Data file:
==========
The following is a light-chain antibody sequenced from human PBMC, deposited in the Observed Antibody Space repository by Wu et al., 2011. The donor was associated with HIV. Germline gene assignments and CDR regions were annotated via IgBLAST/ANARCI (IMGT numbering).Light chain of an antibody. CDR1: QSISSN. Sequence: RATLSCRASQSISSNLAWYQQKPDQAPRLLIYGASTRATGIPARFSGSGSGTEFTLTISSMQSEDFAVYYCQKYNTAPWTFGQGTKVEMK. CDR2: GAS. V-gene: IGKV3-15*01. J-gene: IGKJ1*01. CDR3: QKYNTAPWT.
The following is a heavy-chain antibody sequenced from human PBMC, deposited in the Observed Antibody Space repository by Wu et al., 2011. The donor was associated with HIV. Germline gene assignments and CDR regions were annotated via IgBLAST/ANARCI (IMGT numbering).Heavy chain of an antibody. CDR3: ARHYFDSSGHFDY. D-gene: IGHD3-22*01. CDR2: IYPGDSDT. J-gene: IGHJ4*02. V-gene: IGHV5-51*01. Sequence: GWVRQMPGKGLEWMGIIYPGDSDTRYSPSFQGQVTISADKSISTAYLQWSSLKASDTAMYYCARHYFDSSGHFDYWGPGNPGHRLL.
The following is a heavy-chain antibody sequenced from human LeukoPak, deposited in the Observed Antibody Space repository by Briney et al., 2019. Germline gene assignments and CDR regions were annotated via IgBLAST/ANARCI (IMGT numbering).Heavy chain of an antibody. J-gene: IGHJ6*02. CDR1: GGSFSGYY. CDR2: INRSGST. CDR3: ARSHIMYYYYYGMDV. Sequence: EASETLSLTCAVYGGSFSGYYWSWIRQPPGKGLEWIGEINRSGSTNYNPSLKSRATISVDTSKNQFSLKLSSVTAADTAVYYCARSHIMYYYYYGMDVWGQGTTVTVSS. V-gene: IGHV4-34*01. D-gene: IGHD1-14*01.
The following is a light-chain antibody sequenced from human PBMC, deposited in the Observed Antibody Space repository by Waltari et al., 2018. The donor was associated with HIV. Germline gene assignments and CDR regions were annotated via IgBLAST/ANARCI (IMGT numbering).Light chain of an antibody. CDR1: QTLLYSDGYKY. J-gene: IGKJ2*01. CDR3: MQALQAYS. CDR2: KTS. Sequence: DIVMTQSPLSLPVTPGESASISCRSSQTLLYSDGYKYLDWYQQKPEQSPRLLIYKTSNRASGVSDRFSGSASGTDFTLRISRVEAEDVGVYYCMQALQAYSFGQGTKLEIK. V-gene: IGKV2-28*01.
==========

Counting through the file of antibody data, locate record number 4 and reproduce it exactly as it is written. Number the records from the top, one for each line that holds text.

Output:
The following is a light-chain antibody sequenced from human PBMC, deposited in the Observed Antibody Space repository by Waltari et al., 2018. The donor was associated with HIV. Germline gene assignments and CDR regions were annotated via IgBLAST/ANARCI (IMGT numbering).Light chain of an antibody. CDR1: QTLLYSDGYKY. J-gene: IGKJ2*01. CDR3: MQALQAYS. CDR2: KTS. Sequence: DIVMTQSPLSLPVTPGESASISCRSSQTLLYSDGYKYLDWYQQKPEQSPRLLIYKTSNRASGVSDRFSGSASGTDFTLRISRVEAEDVGVYYCMQALQAYSFGQGTKLEIK. V-gene: IGKV2-28*01.